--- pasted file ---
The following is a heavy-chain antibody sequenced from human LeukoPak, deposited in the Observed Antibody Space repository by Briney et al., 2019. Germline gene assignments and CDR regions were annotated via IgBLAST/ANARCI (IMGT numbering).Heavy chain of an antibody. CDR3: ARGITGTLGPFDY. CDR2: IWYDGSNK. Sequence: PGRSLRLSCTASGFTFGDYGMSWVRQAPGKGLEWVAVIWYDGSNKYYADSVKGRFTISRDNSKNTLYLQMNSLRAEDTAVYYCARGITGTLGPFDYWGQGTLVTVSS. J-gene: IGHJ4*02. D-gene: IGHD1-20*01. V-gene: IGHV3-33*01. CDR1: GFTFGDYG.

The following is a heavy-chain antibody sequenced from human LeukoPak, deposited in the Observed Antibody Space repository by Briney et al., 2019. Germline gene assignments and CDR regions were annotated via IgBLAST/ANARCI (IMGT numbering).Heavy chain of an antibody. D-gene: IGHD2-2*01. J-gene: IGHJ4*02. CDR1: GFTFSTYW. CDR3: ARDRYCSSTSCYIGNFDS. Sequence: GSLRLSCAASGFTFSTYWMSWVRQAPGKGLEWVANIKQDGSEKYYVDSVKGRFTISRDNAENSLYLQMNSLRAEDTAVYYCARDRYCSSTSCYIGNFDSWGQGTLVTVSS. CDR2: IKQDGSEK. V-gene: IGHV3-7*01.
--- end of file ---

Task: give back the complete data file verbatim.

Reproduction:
The following is a heavy-chain antibody sequenced from human LeukoPak, deposited in the Observed Antibody Space repository by Briney et al., 2019. Germline gene assignments and CDR regions were annotated via IgBLAST/ANARCI (IMGT numbering).Heavy chain of an antibody. CDR3: ARGITGTLGPFDY. CDR2: IWYDGSNK. Sequence: PGRSLRLSCTASGFTFGDYGMSWVRQAPGKGLEWVAVIWYDGSNKYYADSVKGRFTISRDNSKNTLYLQMNSLRAEDTAVYYCARGITGTLGPFDYWGQGTLVTVSS. J-gene: IGHJ4*02. D-gene: IGHD1-20*01. V-gene: IGHV3-33*01. CDR1: GFTFGDYG.

The following is a heavy-chain antibody sequenced from human LeukoPak, deposited in the Observed Antibody Space repository by Briney et al., 2019. Germline gene assignments and CDR regions were annotated via IgBLAST/ANARCI (IMGT numbering).Heavy chain of an antibody. D-gene: IGHD2-2*01. J-gene: IGHJ4*02. CDR1: GFTFSTYW. CDR3: ARDRYCSSTSCYIGNFDS. Sequence: GSLRLSCAASGFTFSTYWMSWVRQAPGKGLEWVANIKQDGSEKYYVDSVKGRFTISRDNAENSLYLQMNSLRAEDTAVYYCARDRYCSSTSCYIGNFDSWGQGTLVTVSS. CDR2: IKQDGSEK. V-gene: IGHV3-7*01.